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CMAJ. 2000 Nov 14;163(10):1263-9.

Lipid screening to prevent coronary artery disease: a quantitative evaluation of evolving guidelines.

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Centre for the Analysis of Cost-Effective Care, Montreal General Hospital, Que.



There is strong evidence to support the treatment of abnormal blood lipid levels among people with cardiovascular disease. Primary prevention is problematic because many individuals with lipid abnormalities may never actually develop cardiovascular disease. We evaluated the 1998 Canadian lipid guidelines to determine whether they accurately identify high-risk adults for primary prevention.


Using data from the Lipid Research Clinics and receiver operating characteristic (ROC) curves, we compared the diagnostic performance of the 1998 lipid guidelines when risk factors for coronary artery disease (CAD) were counted versus calculating risk using Framingham risk equations. We also compared the diagnostic accuracy of the 1998 guidelines with guidelines previously published by the National Cholesterol Education Program in the United States and the 1988 Canadian Consensus Conference on Cholesterol and then used Canadian Heart Health Survey data to forecast lipid screening and treatment rates for the Canadian population.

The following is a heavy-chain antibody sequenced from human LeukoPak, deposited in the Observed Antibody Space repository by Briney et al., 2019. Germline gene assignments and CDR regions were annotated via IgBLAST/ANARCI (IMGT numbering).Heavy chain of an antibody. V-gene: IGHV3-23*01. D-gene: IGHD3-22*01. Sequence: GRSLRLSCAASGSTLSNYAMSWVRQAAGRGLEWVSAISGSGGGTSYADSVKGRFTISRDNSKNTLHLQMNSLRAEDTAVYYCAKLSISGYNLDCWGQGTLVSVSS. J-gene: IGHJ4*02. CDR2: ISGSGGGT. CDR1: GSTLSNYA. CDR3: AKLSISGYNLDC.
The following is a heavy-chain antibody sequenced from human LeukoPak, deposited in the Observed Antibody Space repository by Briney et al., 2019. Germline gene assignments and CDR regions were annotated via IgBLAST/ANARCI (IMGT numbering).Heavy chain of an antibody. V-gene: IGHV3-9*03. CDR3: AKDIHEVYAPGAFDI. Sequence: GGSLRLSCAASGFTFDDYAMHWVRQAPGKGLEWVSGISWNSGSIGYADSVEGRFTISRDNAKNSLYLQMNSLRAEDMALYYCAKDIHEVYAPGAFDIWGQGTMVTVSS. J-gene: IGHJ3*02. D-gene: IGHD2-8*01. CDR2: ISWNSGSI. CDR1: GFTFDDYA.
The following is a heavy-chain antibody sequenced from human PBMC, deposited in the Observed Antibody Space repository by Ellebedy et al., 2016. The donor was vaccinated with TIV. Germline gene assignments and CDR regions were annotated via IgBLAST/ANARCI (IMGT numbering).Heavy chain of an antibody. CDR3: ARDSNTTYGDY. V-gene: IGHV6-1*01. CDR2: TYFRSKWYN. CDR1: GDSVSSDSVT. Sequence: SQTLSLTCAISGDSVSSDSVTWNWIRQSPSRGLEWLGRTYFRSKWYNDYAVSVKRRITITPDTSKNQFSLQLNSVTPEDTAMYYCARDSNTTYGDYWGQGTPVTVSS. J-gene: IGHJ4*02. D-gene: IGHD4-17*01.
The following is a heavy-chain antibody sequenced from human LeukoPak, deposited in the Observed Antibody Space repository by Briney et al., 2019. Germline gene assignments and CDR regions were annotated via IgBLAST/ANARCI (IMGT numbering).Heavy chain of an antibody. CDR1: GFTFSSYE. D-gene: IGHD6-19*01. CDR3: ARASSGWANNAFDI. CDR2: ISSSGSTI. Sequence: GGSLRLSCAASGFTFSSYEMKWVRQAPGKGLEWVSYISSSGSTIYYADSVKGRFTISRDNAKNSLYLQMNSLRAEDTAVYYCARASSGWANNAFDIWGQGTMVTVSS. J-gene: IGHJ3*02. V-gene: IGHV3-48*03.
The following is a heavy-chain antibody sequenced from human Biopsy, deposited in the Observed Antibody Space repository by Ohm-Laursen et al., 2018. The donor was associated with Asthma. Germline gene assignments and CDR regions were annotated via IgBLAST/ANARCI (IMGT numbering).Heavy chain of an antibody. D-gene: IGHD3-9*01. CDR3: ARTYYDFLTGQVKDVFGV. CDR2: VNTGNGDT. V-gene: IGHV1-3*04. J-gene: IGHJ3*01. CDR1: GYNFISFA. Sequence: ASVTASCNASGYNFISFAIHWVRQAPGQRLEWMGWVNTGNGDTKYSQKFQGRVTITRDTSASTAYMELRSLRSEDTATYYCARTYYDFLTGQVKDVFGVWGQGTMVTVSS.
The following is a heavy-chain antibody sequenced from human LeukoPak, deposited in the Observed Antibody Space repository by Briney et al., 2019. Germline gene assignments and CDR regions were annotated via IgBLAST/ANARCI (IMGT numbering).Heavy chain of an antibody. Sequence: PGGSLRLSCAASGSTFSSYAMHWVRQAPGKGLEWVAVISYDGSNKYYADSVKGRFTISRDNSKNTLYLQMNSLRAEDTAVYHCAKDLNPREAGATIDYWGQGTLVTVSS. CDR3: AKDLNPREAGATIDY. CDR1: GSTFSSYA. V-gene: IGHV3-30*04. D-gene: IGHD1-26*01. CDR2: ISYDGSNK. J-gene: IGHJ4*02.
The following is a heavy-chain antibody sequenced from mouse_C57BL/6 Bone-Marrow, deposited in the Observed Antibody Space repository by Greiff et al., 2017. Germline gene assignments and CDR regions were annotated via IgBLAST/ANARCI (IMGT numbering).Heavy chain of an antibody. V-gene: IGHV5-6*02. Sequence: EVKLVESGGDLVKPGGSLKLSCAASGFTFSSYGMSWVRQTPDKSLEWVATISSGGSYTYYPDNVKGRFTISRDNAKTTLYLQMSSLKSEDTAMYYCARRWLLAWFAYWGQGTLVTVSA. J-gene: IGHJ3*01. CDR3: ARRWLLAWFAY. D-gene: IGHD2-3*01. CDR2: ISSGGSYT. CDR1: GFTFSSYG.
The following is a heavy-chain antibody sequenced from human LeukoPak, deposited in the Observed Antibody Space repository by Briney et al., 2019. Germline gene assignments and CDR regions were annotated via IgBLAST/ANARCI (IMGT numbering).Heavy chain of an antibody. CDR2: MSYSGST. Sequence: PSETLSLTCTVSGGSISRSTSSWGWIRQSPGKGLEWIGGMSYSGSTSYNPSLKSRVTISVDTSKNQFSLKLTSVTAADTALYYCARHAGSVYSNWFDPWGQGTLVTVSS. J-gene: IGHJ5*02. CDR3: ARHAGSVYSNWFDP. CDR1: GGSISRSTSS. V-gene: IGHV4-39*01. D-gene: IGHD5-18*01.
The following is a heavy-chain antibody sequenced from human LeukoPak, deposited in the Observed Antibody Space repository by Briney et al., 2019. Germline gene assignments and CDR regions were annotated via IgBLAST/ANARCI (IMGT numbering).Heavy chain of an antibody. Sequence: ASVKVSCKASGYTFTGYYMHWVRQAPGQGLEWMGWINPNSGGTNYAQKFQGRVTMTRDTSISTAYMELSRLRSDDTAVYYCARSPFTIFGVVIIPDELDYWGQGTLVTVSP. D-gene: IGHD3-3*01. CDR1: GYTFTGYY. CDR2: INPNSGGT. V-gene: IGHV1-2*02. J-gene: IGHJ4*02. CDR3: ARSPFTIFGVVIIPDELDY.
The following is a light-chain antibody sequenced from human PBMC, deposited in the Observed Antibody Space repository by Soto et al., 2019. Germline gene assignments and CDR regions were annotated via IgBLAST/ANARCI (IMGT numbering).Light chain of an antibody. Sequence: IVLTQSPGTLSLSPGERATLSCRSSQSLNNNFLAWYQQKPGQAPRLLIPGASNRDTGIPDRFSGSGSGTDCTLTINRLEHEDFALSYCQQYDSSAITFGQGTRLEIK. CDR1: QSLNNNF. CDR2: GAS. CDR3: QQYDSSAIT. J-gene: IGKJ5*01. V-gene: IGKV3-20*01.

The Framingham risk equations were more accurate than counting risk factors for predicting CAD risk (areas under the ROC curves, 0.83 [standard deviation (SD) 0.02] v. 0.77 [SD 0.03], p < 0.05). Risk counting was a particularly poor method for predicting risk for women. The 1998 Canadian guidelines identified high-risk individuals more accurately than the earlier guidelines, but the increased accuracy was largely due to a lower false-positive rate or a higher true-negative rate (i.e., increased test specificity). Using the 1998 lipid guidelines we estimate that 5.9 million Canadians currently free of cardiovascular disease would be eligible for lipid screening and 322,705 (5.5%) would require therapy.


Calculating risk using risk equations is a more accurate method to identify people at high risk for CAD than counting the number of risk factors present, especially for women, and the 1998 Canadian lipid screening guidelines are significantly better at identifying high-risk patients than the 1988 guidelines. Many of our findings were incorporated into the new 2000 guidelines.

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